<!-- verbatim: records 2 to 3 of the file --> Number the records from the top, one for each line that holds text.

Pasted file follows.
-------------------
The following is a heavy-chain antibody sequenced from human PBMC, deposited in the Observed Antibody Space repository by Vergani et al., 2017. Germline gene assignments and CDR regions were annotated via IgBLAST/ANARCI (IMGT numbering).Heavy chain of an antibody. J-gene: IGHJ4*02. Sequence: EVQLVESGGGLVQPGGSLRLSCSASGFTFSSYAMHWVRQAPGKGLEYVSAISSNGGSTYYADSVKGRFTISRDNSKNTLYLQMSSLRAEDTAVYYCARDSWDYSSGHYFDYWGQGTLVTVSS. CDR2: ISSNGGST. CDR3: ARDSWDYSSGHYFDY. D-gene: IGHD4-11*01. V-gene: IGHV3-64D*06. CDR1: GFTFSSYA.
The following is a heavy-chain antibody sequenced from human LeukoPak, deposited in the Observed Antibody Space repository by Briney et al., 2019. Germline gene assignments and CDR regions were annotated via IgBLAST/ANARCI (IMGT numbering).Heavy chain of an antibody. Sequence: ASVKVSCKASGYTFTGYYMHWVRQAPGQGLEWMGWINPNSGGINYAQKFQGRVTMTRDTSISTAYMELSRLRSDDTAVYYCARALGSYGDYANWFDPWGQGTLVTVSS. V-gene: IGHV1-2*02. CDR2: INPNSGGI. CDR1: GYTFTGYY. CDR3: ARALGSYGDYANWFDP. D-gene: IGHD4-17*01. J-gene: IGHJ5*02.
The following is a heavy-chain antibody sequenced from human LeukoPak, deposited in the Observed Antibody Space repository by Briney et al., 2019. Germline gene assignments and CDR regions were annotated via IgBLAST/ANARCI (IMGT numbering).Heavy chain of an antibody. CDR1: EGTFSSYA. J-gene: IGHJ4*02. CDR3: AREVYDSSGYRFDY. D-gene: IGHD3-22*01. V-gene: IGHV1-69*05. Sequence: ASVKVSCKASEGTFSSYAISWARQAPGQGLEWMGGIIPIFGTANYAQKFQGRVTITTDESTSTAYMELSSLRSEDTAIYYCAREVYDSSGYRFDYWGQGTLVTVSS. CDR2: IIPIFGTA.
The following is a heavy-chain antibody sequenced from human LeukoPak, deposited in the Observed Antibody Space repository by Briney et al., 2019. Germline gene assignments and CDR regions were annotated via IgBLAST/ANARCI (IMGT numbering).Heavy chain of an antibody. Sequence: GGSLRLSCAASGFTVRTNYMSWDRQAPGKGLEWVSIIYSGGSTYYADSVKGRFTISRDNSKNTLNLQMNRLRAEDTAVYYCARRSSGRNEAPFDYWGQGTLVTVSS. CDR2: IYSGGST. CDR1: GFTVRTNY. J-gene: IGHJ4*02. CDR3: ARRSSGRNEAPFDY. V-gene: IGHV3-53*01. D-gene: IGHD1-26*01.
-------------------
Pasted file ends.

The following is a heavy-chain antibody sequenced from human LeukoPak, deposited in the Observed Antibody Space repository by Briney et al., 2019. Germline gene assignments and CDR regions were annotated via IgBLAST/ANARCI (IMGT numbering).Heavy chain of an antibody. Sequence: ASVKVSCKASGYTFTGYYMHWVRQAPGQGLEWMGWINPNSGGINYAQKFQGRVTMTRDTSISTAYMELSRLRSDDTAVYYCARALGSYGDYANWFDPWGQGTLVTVSS. V-gene: IGHV1-2*02. CDR2: INPNSGGI. CDR1: GYTFTGYY. CDR3: ARALGSYGDYANWFDP. D-gene: IGHD4-17*01. J-gene: IGHJ5*02.
The following is a heavy-chain antibody sequenced from human LeukoPak, deposited in the Observed Antibody Space repository by Briney et al., 2019. Germline gene assignments and CDR regions were annotated via IgBLAST/ANARCI (IMGT numbering).Heavy chain of an antibody. CDR1: EGTFSSYA. J-gene: IGHJ4*02. CDR3: AREVYDSSGYRFDY. D-gene: IGHD3-22*01. V-gene: IGHV1-69*05. Sequence: ASVKVSCKASEGTFSSYAISWARQAPGQGLEWMGGIIPIFGTANYAQKFQGRVTITTDESTSTAYMELSSLRSEDTAIYYCAREVYDSSGYRFDYWGQGTLVTVSS. CDR2: IIPIFGTA.